Classic Review: Paranoia Agent
by Nick Creamer,
“Let's just accept reality,” said Keichi, after learning he and his wife would never have children. That's what this whole series has been avoiding, and what its horrors have represented - characters becoming overwhelmed by reality, and so retreating into a mild, meaningless daydream, aided by Shonen Bat. That's what we see in the opening song as well - characters laughing uproariously, happy in spite of the world falling to pieces around them. Smiling as the world falls apart around them, content in small personal realities as their communal world burns. That's the attitude these characters have come to embrace in part even as they rally against it, particularly Mitsuhiro, who has sunk so far into the fantasy that he embodies fantastical escape even through the character he's assumed to fight Shonen Bat.
In this final, tremendous episode of Paranoia Agent, Keichi first spends a little more time hiding in his fantasy. With Sagi now walking at his side, he roams the streets of his idealized old Japan, making idle chat with strangers and relishing the taste of an old cigarette. When Sagi questions his choice of tobacco, he mumbles “nothing matters.” When Mitsuhiro attempts to break through his reverie on a television, he shatters the device, only to be applauded by the townsfolk for getting rid of the poisonous, seditious thoughts. Eventually, Sagi shifts back into her own idealized escape, the daughter who was openly loved by her father, and who never let the dog Maromi die. Together they enjoy the festival fireworks, a perfect symbol of nostalgia to match the ways they complete each other's delusions.
But Mrs. Ikari breaks through. Lying on her deathbed in the hospital, her voice reaches Keichi, and though he first runs from her image, he's eventually forced to confront her. But Mesae isn't there to condemn him for his negligence - instead, she thanks him, and says she acknowledges the man she knows him to be. It seems that, in spite of her focus episode ending in sad loneliness, her conviction is stronger than Maromi's will. In a flood of poignant flashbacks, we see all the messages Keichi once imparted on his wife, now relayed by her as one last act of love, one final embracing of reality. And as Mesae's voice fades into a still heartbeat monitor drowning out the fireworks, Keichi turns to Sagi and says “who are you calling father?”
This was the crowning moment of the series, the thunderous embracing of the cruel truths of reality over the numb fakeries of fantasy. As a triumphant song played in the background, Keichi grabbed a bat and smashed his false Japan, flat paintings shattering into fragments with the cold acknowledgment that even though he no longer has a place to call home, he can at least stand on his feet in the real world.
After that, apparently angered by the thought Paranoia Agent was thematically opposing fantasy, Shonen Bat decided to get very, very real. A black smog of anxiety spiraled across Japan, sweeping up cars and buildings and every character we've seen through the hunger spawned by the lack of Maromi. Without the calming influence of Maromi, the violence of Shonen Bat overran everything, and though Mitsuhiro, Sagi, and Keichi briefly struggled against it, they too were absorbed by the dark cloud.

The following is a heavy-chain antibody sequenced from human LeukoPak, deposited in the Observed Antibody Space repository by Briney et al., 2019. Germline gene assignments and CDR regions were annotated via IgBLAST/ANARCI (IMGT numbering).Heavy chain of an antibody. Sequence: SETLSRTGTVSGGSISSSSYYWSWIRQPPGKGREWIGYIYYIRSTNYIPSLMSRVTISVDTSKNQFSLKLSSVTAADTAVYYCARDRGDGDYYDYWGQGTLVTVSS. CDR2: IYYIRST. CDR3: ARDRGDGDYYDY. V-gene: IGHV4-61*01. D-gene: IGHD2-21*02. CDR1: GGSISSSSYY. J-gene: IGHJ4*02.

Then, at long last, we finally got to see the true story of Maromi's end, as Mitsuhiro's words forced Sagi to remember how her little dog had really passed away. While out on a walk, she briefly found herself doubled over by a stomach ache, and having let go of his leash, Maromi wandered in front of a car. A simple story (as Keichi says, “All this for a puppy. What kind of world do we live in?”), but the catalyst for everything that came after. Sagi feared her father, and so instead of letting herself be responsible for this small tragedy, she invented Shonen Bat and made herself the victim. But now, with her older self looking down on her younger one, Sagi took the poor dog in her arms, accepting the guilt and the pain of a world where sometimes cruelty has no meaning, and sometimes we have to take responsibility when it seems we deserve so much better. And with that admission, Shonen Bat waves a final goodbye.
Shonen Bat is the villain all of us see in a cruel world, one who eventually takes responsibility for our actions away. The world is strange and unkind, and so to make sense of it, we find villains where we can - in the older generation, in the younger generation, in the way culture is, in Shonen Bat. Shonen Bat is a fiction, but he can become incredibly powerful if we let him, and if we grow dependent on the peace he brings. And it's only through accepting responsibility for our own lives, and the consequences of our actions and past (in both a personal and societal sense), that we can truly escape his violent shadow.
The final episode of Paranoia Agent ended with a number of shots directly mirroring the first episode. There was the Tokyo skyline, now devastated by Shonen Bat's rampage. The rush of commuters crossing the street and riding the subway, voices drowned out in the overall screech of traffic. A white-haired man scrawling an inscrutable equation, though this time, the original old man was replaced by a frayed Mitsuhiro. The cyclical intention of these choices would be clear even if Mitsuhiro himself didn't spell it out at the very end - Paranoia Agent is just one story, and its patterns of behavior will occur again and again. But in spite of all its cynicism, Paranoia Agent ends with beautiful redemption and uncertain hope for both Keichi and Sagi. It's a satisfying and poignant conclusion to a truly remarkable anime.
Nick writes about anime, storytelling, and the meaning of life at Wrong Every Time.
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